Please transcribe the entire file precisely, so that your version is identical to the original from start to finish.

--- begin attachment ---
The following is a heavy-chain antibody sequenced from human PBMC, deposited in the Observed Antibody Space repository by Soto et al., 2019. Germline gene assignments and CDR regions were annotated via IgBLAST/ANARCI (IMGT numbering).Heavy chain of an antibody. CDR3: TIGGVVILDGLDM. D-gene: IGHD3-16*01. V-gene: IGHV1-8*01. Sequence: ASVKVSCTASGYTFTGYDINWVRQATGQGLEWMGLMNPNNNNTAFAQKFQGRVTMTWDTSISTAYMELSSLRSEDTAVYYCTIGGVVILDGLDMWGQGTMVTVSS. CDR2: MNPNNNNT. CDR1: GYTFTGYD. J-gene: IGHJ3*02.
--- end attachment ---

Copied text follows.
The following is a heavy-chain antibody sequenced from human PBMC, deposited in the Observed Antibody Space repository by Soto et al., 2019. Germline gene assignments and CDR regions were annotated via IgBLAST/ANARCI (IMGT numbering).Heavy chain of an antibody. CDR3: TIGGVVILDGLDM. D-gene: IGHD3-16*01. V-gene: IGHV1-8*01. Sequence: ASVKVSCTASGYTFTGYDINWVRQATGQGLEWMGLMNPNNNNTAFAQKFQGRVTMTWDTSISTAYMELSSLRSEDTAVYYCTIGGVVILDGLDMWGQGTMVTVSS. CDR2: MNPNNNNT. CDR1: GYTFTGYD. J-gene: IGHJ3*02.